The date on the photograph says 9th July, 1998.Where was I on the 9th of July, 1998?
I was 11 years old on that Thursday. In school- 5thgrade. My first year in secondary school. I remember adoring my class teacher. I lived in Mumbai. And July in Mumbai means a lot of rain. With rains come the bright yellow bullfrogs, croaking their hearts out to impress equally pudgy lovers. Every shower brings with it a refreshing scent that can refresh the gloomiest of hearts. You can see the rufous crowns of tiny tailor birds as they dart under the canopy only to emerge in the brief spells of pristine silence,‘tuweet’ing away to glory. The silence of the rain does not silence the city.Vendors make the best use of the intermediate lull and begin hawking their wares to hurried mothers preparing their children for school. And I sat in the midst of the umbrellas and raincoats and tiffins and hot milk (that I hated by the way), simply tying my shoelaces…Unaware of an episode that was unfolding in another part of my country…An episode that would reduce me to tears 15 years later.
In the verdant hills of northeast India, an entire village was preparing itself for the big day. Even as I lay curled up on my bed, the best men had been sent out to comb the hills. In the early morning chill of the Barail ranges, brave men stepped out, with a khartoos (shotgun) slung across their shoulders. They were accompanied by young boys, armed with tin cans and sticks off the forest. And even as I tied my shoelaces and walked through the comforting rain towards school, men and boys combed the mountains, in search of the elusive predator.
I enjoyed school. I wonder what scientific principles I learnt in school on that day. Or maybe I read the chapter in Balbharti about the men from Kashmir who made delicious saffron rice and meat. Or Daffodils by Woodsworth, and felt how amazed at how a little snippet of nature has the potential to fill hearts with joy. I shared my tiffin with my friends, ate hot vadapav and danced in the mucky playground.
Out in the Barails, the men were still searching. The torrential rain often depressed their spirits, but not their resolve. They were determined to hunt down the big cat of the jungle, the cat that ruled Indian jungles until a systematic drive by Indians and foreigners, rajahs and peasantry succeeded in bringing India’s national animal to the brink ofextinction. But the villagers were not aware about the debates raging through the country on the issue. They were not aware, or chose to not be aware about legal implications of hunting the species, for them it was a threat to the survival of their children and their cattle – it was all they knew, all they had seen, all they had learned. But in that monsoon of 1998, traditional spears had been replaced by automatic guns. The dao and the bamboo had not been abandoned though- it served as a befitting deathbed to the royal cat.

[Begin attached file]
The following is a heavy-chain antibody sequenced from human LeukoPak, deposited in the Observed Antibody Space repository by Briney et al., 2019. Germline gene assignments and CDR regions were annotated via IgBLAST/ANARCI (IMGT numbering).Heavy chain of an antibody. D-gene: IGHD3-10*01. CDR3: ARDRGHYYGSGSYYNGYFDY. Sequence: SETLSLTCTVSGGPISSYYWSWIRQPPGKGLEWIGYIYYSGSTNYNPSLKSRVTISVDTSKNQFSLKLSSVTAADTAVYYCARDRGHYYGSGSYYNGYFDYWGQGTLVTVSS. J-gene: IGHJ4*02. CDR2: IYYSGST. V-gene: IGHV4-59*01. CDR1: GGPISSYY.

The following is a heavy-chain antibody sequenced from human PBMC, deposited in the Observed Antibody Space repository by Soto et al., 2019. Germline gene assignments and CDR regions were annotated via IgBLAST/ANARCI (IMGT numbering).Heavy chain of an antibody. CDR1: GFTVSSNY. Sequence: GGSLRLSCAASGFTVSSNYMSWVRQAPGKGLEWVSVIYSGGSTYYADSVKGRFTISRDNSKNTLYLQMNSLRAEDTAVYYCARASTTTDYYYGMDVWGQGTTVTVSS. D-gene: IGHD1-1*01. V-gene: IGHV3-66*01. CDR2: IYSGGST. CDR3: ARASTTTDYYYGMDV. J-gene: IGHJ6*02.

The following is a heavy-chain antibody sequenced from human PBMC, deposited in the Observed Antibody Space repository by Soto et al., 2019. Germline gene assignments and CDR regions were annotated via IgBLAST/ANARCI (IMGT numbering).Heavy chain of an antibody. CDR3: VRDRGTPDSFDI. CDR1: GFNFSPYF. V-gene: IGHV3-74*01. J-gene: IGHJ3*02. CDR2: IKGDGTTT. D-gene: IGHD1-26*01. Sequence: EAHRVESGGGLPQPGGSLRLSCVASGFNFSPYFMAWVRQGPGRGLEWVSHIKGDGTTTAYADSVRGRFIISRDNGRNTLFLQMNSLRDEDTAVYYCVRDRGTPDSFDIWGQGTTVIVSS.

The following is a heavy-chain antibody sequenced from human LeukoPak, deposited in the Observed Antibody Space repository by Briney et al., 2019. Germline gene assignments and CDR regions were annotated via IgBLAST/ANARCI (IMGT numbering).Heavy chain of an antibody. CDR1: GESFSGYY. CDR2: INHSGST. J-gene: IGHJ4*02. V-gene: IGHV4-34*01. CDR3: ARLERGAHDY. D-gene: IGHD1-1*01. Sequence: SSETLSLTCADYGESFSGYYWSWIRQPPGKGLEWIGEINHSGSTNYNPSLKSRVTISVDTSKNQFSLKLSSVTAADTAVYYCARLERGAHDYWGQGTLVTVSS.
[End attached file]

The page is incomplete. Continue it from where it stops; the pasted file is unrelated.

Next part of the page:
As I skipped into puddles and stretched tiny fingers out to feel the rain, the still mountain air of the far-off tribe reverberated with war cries. In the brief lull from the rain, they had spotted the fiery orange object of their hunt- the majestic Bengal tiger. The forest was full of drum beats, of men howling, shouting, trying to prod the beast into the arms of the gunmen.The tiger ran out from its bamboo cover, from north to south and east, but it was cornered. The forest was full of strange sounds, and instinct drove the beast straight towards the west. The guns were ready, shots were fired, a roar was heard. And then… Silence. The tiger had fallen like the melting sunset…
I was out in the rain again, building imaginary bridges in puddles. In the northeast, men were hacking the very bamboo where the tiger had hid with their daos. Using twine and years of experience, they built a pyre on which to rest the beast. As I built imaginary houses with open umbrellas and crowded under them with friends, the tiger lay alone, cold, a mass of its glorious self. And as I returned back to the comfort of my home, children from the village started peeking out and looking at the magnificence of the beast that lay before them. And as I ate my dinner, there was a feast for the hunters who had been out since dawn. The dead tiger lay tied up in a corner, every now and then a child would go up and stare at it. And wish he could one day do what his elders had done.
The children of the village never got a chance to emulate their elders. Like many other children in the rest of India. This tiger, that the village had tracked, chased, scared, shot, shot again, carried across their shoulders, tied on the bamboo, and photographed, THIS TIGER WAS THE LAST TIGER OF THE REGION.
Fifteen years have flown past, and the children of old now have families of their own. The world has gone on around them, the youth are travelling out to study in the city, get fancy jobs and settle with families. The villagers still hunt, but they get smaller quarry now, an occasional deer or wild boar. Now they go behind smaller game – civets, squirrels, birds and whatever else that crosses their way.
I have changed too…from electronics to conservation biology…it has been akin to riding a roller coaster.
There is a singular truth that has not changed, the truth that is taped to the wall in front of me. And a truth that is fast replicating itself in the rest of the northeast. The lush evergreen forests of that country lay barren of the apex predator that ruled the hills – Empty forests with bleeding trees are all that remain as testimony to untold stories of ruthless extinction.
I think back to the faded photograph and my head bows down-in shame, in reverence to the mighty cat and in regret at being a silent witness.
P.S: Photograph is real, story may/may not be fictional